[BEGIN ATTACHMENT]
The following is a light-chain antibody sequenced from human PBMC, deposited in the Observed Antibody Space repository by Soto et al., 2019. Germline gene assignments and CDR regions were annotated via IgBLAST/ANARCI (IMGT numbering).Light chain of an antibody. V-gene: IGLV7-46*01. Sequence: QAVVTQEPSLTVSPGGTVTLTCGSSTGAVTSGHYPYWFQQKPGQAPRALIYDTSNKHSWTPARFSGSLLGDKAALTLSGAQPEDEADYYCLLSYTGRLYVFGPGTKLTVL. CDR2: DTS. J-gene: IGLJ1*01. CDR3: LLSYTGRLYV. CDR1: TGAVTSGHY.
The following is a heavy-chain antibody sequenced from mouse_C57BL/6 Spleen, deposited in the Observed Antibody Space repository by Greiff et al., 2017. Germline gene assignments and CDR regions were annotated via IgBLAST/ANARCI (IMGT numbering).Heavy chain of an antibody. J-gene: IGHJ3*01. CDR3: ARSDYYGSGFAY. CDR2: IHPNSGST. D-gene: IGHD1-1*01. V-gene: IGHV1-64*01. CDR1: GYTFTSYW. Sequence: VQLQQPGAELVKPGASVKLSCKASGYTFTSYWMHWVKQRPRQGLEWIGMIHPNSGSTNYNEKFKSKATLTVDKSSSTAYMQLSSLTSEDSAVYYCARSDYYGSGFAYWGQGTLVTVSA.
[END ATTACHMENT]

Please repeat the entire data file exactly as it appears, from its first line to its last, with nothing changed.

The following is a light-chain antibody sequenced from human PBMC, deposited in the Observed Antibody Space repository by Soto et al., 2019. Germline gene assignments and CDR regions were annotated via IgBLAST/ANARCI (IMGT numbering).Light chain of an antibody. V-gene: IGLV7-46*01. Sequence: QAVVTQEPSLTVSPGGTVTLTCGSSTGAVTSGHYPYWFQQKPGQAPRALIYDTSNKHSWTPARFSGSLLGDKAALTLSGAQPEDEADYYCLLSYTGRLYVFGPGTKLTVL. CDR2: DTS. J-gene: IGLJ1*01. CDR3: LLSYTGRLYV. CDR1: TGAVTSGHY.
The following is a heavy-chain antibody sequenced from mouse_C57BL/6 Spleen, deposited in the Observed Antibody Space repository by Greiff et al., 2017. Germline gene assignments and CDR regions were annotated via IgBLAST/ANARCI (IMGT numbering).Heavy chain of an antibody. J-gene: IGHJ3*01. CDR3: ARSDYYGSGFAY. CDR2: IHPNSGST. D-gene: IGHD1-1*01. V-gene: IGHV1-64*01. CDR1: GYTFTSYW. Sequence: VQLQQPGAELVKPGASVKLSCKASGYTFTSYWMHWVKQRPRQGLEWIGMIHPNSGSTNYNEKFKSKATLTVDKSSSTAYMQLSSLTSEDSAVYYCARSDYYGSGFAYWGQGTLVTVSA.